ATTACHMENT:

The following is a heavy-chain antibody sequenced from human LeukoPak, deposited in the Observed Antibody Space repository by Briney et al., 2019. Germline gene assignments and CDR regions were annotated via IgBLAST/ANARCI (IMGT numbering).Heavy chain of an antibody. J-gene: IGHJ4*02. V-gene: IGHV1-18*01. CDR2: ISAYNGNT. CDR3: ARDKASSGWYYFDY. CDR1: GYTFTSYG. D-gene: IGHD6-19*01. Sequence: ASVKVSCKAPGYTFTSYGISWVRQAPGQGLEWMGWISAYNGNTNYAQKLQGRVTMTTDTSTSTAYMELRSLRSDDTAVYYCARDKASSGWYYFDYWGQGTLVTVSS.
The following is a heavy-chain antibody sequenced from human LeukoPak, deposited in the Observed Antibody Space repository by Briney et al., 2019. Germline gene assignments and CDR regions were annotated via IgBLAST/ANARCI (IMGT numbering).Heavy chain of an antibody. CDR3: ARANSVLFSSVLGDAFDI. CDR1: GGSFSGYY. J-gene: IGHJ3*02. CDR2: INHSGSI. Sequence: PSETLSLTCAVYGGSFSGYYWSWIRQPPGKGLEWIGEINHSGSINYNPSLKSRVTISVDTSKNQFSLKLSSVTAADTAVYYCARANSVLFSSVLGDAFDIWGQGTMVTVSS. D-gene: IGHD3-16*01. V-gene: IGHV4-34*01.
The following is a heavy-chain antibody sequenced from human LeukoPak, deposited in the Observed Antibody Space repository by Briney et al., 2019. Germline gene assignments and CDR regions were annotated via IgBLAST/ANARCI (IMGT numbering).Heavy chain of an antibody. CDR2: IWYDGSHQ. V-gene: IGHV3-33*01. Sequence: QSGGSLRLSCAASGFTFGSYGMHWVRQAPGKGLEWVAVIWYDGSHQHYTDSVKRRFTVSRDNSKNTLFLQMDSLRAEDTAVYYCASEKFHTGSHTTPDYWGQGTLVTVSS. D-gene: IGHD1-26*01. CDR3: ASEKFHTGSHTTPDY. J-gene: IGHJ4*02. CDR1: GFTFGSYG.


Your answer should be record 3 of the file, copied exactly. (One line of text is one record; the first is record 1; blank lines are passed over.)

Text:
The following is a heavy-chain antibody sequenced from human LeukoPak, deposited in the Observed Antibody Space repository by Briney et al., 2019. Germline gene assignments and CDR regions were annotated via IgBLAST/ANARCI (IMGT numbering).Heavy chain of an antibody. CDR2: IWYDGSHQ. V-gene: IGHV3-33*01. Sequence: QSGGSLRLSCAASGFTFGSYGMHWVRQAPGKGLEWVAVIWYDGSHQHYTDSVKRRFTVSRDNSKNTLFLQMDSLRAEDTAVYYCASEKFHTGSHTTPDYWGQGTLVTVSS. D-gene: IGHD1-26*01. CDR3: ASEKFHTGSHTTPDY. J-gene: IGHJ4*02. CDR1: GFTFGSYG.